The Beech Model 100 King Air was
added to the range of Beech corporate transports when initial deliveries were made in August 1969. It differed from the earlier King Airs in several respects: reduced wing span, a lengthened fuselage to provide accommodation for a maximum of 15 persons, increased elevator and rudder areas, twin-wheel main landing gear, and more powerful engines. The new wing was generally similar to that developed for the Model 99 Airliner.
In October 1971 Beech began deliveries of the improved King Air A100, this variant incorporating detail improvements, and the first five were supplied to the US Army under the designation U-21F. Examples have been procured by the Spanish air force, and a Universal Aircraft Com/Nav Evaluation (UNACE) configured version, for the rapid inspection and calibration of air navigation systems, has been supplied to countries that include Algeria, Belgium, Canada, Indonesia, Malaysia, Mexico, and the USA. Beech also produces specially modified camera-equipped versions of the King Air for aerial survey, and examples are in service in this role in Canada, Chile, France, Jamaica, Saudi Arabia, Thailand, and the USA.
In parallel with A100 production since late 1975, Beech has produced a complementary King Air B100 offering higher performance. It differs by the installation of 533kW Garrett TPE331-6-252B turboprop engines, and of equipment directly associated with the engine installation. Production of the King Air 100 ended in 1983.
|A three-view drawing (1206 x 636)|
| MODEL||King Air A100|
| ENGINE||2 x Pratt & Whitney Aircraft Canada PT6A-28 turboprops, 507kW|
| Take-off weight||5216 kg||11499 lb|
| Empty weight||3083 kg||6797 lb|
| Wingspan||14.0 m||46 ft 11 in|
| Length||12.17 m||40 ft 11 in|
| Height||4.7 m||15 ft 5 in|
| Max. speed||459 km/h||285 mph|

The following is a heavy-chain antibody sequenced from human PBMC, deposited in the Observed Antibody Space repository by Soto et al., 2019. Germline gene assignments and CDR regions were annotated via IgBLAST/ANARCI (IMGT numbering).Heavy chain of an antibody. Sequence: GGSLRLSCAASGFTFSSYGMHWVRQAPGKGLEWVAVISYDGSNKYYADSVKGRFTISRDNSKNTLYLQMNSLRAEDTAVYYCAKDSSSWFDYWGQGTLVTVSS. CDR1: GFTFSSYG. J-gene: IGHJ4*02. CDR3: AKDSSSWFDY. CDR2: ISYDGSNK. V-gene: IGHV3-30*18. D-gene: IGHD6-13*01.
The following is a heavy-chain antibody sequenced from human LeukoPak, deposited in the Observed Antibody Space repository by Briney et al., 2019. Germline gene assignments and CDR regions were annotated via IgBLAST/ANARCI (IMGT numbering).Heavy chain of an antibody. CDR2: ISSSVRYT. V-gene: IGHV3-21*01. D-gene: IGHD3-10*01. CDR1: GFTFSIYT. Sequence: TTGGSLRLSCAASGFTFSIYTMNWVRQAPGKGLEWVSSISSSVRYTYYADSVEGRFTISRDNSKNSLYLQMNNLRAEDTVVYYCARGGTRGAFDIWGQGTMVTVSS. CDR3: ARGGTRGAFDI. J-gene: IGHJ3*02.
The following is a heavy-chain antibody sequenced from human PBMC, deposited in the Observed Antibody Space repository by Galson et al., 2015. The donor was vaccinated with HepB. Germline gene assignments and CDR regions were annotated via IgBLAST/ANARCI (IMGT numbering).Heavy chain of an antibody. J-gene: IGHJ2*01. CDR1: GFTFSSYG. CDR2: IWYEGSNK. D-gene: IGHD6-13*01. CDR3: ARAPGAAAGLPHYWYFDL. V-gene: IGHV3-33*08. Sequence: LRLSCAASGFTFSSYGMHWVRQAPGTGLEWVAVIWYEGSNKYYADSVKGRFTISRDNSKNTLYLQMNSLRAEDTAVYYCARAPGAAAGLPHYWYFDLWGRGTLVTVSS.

| Ceiling||7575 m||24850 ft|
| Range||2483 km||1543 miles|
|Bob, e-mail, 13.11.2014 19:18|
So true John with ,, I remember our boss would always blame our flight crews for improper engine starts every time we would send the engines in for hot sections. After continuous "butt chewings" by our boss,,,, Garret and Pratt finally came out with the "high nickel vane rings" ! Amen :)
|berkane redda, e-mail, 22.11.2012 23:44|
I have worked onthis airplane in 1985to1994.its a verry good airplane and verry hard engie .Redda from algeria
|Scott Boyd, e-mail, 17.07.2012 07:58|
Flew the 90 and 200 but never the 100 and in nearly 8,000 hour flying PT-6's and the 118 /118A in the EMB120 never had a single problem. I do agree the 90, 90A and 90B were pretty poor performers especially out of Denver on a hot day, but E's did real well in and out of Aspen and other high spots. A couple of the A's and B's had E engines and did a lot better, though you had to use the original power limits in cruise takeoff and climb was greatly improved.
|jim hallows, e-mail, 17.07.2012 07:34|
Not sure what john above is talkin about losing an engine. The airplane did exactly what the Beech performance numbers said it would do. That said, it is not a high altitude airport airplane at gross wt. A prudent pilot takes that into account. 2000 hrs in A100 n23BW
|john davis, e-mail, 18.12.2010 02:16|
Flew an A100 back in the 70's & 80's. Plane was nice and everyone liked it but God help you if you lost an engine. The engines were always ruining the early guide vane rings and this became really expensive!
Do you have any comments?
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